This film is about the story of South Africa's Rugby World Cup- the moment when Francois Pienaar held the trophy aloft and Nelson Mandela wore a springboks cap- both neat symbols of a South Africa that might become a rainbow nation. It tells the stories that lead to that moment: the difficulties that Mandela had persuading his comrades in the ANC to accomodate Afrikaaners- both in the sense of the Afrikaans security guards joining the President's security detail and in the sense of blacks embracing the Springboks, an emblem at that point of Apartheid. Alongside that we have the story of black liberation- everywhere in the film is the sense of blacks beggining to 'own' South Africa, most pointedly in Pienaar's famous statement that 43 million South Africans had cheered and 'owned' his team and their victory. This is a story of triumph and magnanimity- and at the centre of it is Mandela himself, a man who has become elevated to modern sainthood, whether legitimately or not.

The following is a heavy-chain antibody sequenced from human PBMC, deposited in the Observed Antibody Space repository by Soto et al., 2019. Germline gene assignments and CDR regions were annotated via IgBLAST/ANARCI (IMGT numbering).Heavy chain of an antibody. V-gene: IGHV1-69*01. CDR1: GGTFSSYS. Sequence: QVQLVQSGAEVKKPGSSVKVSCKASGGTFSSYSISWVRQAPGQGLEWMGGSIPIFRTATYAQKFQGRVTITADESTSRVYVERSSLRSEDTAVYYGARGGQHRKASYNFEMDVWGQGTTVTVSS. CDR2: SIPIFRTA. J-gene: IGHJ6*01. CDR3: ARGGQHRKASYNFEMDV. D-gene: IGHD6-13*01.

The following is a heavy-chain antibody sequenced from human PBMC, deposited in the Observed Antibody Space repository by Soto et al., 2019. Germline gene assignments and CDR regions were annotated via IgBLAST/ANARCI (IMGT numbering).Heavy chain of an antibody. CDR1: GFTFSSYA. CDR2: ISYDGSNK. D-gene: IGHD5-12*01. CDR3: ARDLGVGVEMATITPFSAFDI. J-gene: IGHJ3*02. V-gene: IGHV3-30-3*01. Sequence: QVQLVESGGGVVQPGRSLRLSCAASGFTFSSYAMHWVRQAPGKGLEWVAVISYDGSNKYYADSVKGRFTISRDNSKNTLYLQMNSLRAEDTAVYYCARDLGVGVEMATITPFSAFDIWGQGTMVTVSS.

If that were all then this film would not be as good as it is. At the heart of it though is another point about symbols. Mandela teaches his followers that the Springboks were as important to the Afrikaaners as economic development and foreign ties. The Springboks were a symbol or are a symbol in the world of the film that Mandela's South Africa will not be Mugabe's Zimbabwe. The point that Mandela makes repeatedly to those who doubt his stance is that if you embrace a people's imagery, you embrace them. Politics is conducted not in the realm of tax cuts and rises but in the realm of imagery- all the way through the film Mandela's principle concern is with the use and form of imagery. He wishes to give his new state an iconography which will subsume (not as some of his followers want, replace) the old iconography. So the Springboks will take to the field wearing the green and gold but will sing an African not an Afrikaans song. Mandela's efforts appear, in the world of the film, to succeed and that is perhaps the real importance of this film in that it is a film about the power of an image to establish a constitution.